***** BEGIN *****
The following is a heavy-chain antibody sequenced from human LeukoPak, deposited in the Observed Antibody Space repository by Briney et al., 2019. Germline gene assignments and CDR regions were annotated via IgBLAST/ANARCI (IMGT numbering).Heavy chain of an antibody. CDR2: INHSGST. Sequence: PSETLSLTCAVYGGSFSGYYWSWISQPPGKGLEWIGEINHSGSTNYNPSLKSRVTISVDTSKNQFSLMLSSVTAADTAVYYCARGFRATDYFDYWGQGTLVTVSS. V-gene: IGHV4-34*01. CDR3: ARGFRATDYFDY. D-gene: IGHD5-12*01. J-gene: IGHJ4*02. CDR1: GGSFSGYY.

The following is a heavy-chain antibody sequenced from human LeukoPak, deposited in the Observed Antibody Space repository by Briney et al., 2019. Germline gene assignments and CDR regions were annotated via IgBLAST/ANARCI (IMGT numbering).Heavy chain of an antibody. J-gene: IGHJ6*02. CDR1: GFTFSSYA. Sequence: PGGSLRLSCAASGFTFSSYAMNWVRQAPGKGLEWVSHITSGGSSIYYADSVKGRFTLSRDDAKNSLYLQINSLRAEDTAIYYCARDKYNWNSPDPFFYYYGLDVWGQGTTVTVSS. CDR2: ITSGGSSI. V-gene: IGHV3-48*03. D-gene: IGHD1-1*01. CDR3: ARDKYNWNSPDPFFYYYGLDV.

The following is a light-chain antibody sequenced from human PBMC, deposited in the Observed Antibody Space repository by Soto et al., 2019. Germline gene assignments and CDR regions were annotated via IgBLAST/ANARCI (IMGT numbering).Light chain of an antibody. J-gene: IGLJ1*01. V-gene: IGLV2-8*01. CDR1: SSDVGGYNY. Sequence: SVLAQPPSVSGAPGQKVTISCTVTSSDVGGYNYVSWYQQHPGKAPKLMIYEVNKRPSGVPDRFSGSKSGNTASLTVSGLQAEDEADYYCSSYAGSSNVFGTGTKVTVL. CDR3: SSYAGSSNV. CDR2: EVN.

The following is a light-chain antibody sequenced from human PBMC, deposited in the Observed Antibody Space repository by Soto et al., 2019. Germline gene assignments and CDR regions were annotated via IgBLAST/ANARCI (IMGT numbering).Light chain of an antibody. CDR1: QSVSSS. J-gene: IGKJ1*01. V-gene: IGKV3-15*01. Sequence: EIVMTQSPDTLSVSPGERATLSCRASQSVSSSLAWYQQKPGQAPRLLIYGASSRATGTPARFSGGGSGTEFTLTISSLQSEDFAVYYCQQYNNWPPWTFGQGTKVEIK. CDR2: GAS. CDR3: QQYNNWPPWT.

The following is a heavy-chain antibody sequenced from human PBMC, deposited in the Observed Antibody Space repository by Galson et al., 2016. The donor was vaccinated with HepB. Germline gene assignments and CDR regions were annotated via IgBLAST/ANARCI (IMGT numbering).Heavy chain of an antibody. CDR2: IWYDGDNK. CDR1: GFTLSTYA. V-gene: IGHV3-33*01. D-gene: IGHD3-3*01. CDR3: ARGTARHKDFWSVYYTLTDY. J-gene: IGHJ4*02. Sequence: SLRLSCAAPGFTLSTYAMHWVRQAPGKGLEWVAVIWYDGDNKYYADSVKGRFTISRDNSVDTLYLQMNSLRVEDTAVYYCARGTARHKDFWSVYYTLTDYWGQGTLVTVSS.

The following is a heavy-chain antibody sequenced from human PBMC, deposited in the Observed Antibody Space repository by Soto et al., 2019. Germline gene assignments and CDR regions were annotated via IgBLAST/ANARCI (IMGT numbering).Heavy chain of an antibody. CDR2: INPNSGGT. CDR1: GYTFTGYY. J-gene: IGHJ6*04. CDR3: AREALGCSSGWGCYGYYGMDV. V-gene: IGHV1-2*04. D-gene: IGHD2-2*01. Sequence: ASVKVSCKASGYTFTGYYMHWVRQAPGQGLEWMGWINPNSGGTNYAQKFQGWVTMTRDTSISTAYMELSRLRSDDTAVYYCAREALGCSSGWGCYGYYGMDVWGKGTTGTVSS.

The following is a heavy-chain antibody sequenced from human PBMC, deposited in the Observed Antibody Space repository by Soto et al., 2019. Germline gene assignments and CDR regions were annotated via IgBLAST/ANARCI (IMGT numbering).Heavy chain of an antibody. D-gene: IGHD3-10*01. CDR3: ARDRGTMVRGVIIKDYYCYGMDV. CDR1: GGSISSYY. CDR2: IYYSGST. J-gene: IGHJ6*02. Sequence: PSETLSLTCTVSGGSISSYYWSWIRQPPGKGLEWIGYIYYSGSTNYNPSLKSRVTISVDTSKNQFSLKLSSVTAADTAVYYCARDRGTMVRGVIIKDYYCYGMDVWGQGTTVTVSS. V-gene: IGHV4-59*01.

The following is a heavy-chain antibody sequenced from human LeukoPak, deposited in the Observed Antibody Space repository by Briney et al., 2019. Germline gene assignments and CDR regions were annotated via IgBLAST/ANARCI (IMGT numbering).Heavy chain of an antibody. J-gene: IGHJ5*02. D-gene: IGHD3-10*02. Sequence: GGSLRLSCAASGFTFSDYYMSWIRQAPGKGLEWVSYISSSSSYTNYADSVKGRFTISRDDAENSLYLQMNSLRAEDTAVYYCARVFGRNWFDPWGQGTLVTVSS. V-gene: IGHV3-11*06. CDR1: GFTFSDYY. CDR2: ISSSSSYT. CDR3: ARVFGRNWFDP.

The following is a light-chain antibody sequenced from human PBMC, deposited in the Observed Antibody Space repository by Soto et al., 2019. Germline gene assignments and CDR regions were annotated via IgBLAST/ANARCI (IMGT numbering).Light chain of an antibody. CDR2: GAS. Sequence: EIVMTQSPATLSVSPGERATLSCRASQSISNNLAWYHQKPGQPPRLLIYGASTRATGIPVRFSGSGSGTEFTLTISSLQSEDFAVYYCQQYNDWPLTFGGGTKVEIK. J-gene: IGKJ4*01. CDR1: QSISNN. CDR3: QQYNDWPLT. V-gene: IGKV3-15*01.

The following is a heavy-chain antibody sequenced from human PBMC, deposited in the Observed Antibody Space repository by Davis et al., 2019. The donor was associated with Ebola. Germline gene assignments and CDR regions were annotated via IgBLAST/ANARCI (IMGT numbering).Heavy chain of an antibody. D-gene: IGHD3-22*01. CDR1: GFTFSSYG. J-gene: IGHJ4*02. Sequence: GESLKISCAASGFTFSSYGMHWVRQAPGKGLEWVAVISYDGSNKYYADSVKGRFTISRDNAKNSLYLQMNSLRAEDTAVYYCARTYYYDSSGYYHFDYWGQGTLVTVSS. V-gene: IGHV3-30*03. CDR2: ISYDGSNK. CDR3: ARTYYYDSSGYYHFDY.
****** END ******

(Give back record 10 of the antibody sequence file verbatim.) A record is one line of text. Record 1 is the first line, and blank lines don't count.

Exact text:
The following is a heavy-chain antibody sequenced from human PBMC, deposited in the Observed Antibody Space repository by Davis et al., 2019. The donor was associated with Ebola. Germline gene assignments and CDR regions were annotated via IgBLAST/ANARCI (IMGT numbering).Heavy chain of an antibody. D-gene: IGHD3-22*01. CDR1: GFTFSSYG. J-gene: IGHJ4*02. Sequence: GESLKISCAASGFTFSSYGMHWVRQAPGKGLEWVAVISYDGSNKYYADSVKGRFTISRDNAKNSLYLQMNSLRAEDTAVYYCARTYYYDSSGYYHFDYWGQGTLVTVSS. V-gene: IGHV3-30*03. CDR2: ISYDGSNK. CDR3: ARTYYYDSSGYYHFDY.